One of the most prominent STAV writers in favour of restricting speech, whose arguments need defeating, is Cambridge University’s Rae Langton. In 2013 Langton was inducted into the American Academy of Arts and Sciences. Last year readers of Prospect magazine voted her the eighteenth most important thinker in the world. And this year she will deliver the prestigious John Locke lectures at Oxford University.  In one of her own books, in numerous articles, in online recorded conversations, in various colloquia, and in her submission to the Leveson Inquiry, Langton has banged her drum against pornography and hate speech.

Langton has drawn on the work of Catharine MacKinnon, a law professor and anti-pornography campaigner, and fused it with an argument used in a different context by the late J.L. Austin, the Oxford philosopher noted for his work onspeech acts. By doing so she argues that “certain speech acts can subordinate certain social groups, when they unjustly rank a group as inferior, deprive them of powers and rights, and legitimate discrimination against them.” In herargument, pornography both subordinates and silences women. By subordinating women it “presents a conflict between pornographers’ right to liberty and women’s right to equality.” By silencing women a conflict is created “within liberty itself, between pornographers’ right to speak and women’s.” It is a convoluted argument but she has a number of acolytes marching to her beat.

It is not enough to simply cite the American First Amendment or harp on about the importance of free speech. Winning the debate against those that use the STAV mantra requires more than that because doing so does not effectively respond to someone referring to perlocutionary and illocutionary speech acts. To properly win the debate, one has to demolish the arguments of the would be censors. The debate has to be won on their terms.

@MichaelEzra

Free Speech – From the Vaults – Bernard Levin

In Anti-Zionism, Antisemitism, Freedom of Expression, From the Vaults on January 23, 2015 at 10:28 AM

This is a cross post. It was originally published at Harry’s Place on January 17th 2015, 12:31 pm

In early 1987 the UK Jewish community was in uproar about the play, Perdition, which was due to be shown at the Royal Court Theatre in London. The play was written by Jim Allen, who had been associated with an extremist Marxist group. The controversy is obvious when one considers the author’s own words about the play: “it says quite plainly that privileged Jewish leaders collaborated in the extermination of their own kind in order to bring about a Zionist state, Israel.” (Time Out, January 21-28, 1987). While the play was cancelled because the Artistic Director lost confidence in it, a debate raged in the press about the historical aspects of the play, whether the play was antisemitic, artistic freedom and free speech.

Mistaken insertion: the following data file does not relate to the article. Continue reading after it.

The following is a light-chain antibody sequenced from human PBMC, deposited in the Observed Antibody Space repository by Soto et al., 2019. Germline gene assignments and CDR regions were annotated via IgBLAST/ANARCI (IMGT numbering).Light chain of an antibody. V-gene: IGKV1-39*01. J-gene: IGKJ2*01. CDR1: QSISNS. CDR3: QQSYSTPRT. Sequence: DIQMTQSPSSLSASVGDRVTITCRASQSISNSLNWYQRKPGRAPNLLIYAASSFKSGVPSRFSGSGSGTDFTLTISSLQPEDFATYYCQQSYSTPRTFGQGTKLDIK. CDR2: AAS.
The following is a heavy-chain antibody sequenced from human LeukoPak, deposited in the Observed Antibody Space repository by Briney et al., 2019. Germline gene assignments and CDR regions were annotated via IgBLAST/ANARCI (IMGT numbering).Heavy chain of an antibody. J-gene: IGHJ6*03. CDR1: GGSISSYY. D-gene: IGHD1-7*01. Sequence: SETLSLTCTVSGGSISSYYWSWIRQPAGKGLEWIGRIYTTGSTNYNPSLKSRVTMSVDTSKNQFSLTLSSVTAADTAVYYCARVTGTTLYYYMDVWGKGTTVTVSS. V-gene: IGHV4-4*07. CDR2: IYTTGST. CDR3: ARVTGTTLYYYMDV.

Of all the articles written about the controversy, one of the most eloquently and passionately argued was that by the late Bernard Levin for The Times. (“Waking the dead to revile the living,” February  2, 1987, p.16). He accused the play of a “peculiar vileness” from which antisemitism “oozes.” He said the author had unashamedly reproduced “Stalinist disinformation,” to write a play “littered throughout with inexcusable errors and horrible lies.” Despite these views Levin was a passionate defender of free speech. He concluded his article as follows:

…free speech is for swine and liars as well as upright and honest men. I have insisted that any legally permissable view, however repugnant, is less dangerous promulgated than banned, and I would defend its promulgation even if the opposite were true. I have glorified in the central paradox of democracy, which is that it tolerates, and must continue to tolerate, the activities of those who wish to destroy it.

In all the beliefs I have lived, and I am minded to die in them; how then can I defend the suppression of this play? I cannot, which is not to say that if it had never been written it now should be. But it exists, and ‘He that is unjust, let him be unjust still; and he which is filthy, let him be filthy still.’ With a heavy heart, I yet must say it: Let them have their play.

It is a shame he is no longer with us.